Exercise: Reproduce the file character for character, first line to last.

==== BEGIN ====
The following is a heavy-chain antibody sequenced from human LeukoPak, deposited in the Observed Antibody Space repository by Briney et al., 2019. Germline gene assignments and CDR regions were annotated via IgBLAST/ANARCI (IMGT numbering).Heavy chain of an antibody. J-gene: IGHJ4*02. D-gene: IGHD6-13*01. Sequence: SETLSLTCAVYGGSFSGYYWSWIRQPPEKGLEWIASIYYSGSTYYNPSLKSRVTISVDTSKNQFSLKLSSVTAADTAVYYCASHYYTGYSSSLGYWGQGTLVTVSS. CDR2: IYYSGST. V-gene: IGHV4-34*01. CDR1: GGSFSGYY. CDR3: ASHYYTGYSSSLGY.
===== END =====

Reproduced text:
The following is a heavy-chain antibody sequenced from human LeukoPak, deposited in the Observed Antibody Space repository by Briney et al., 2019. Germline gene assignments and CDR regions were annotated via IgBLAST/ANARCI (IMGT numbering).Heavy chain of an antibody. J-gene: IGHJ4*02. D-gene: IGHD6-13*01. Sequence: SETLSLTCAVYGGSFSGYYWSWIRQPPEKGLEWIASIYYSGSTYYNPSLKSRVTISVDTSKNQFSLKLSSVTAADTAVYYCASHYYTGYSSSLGYWGQGTLVTVSS. CDR2: IYYSGST. V-gene: IGHV4-34*01. CDR1: GGSFSGYY. CDR3: ASHYYTGYSSSLGY.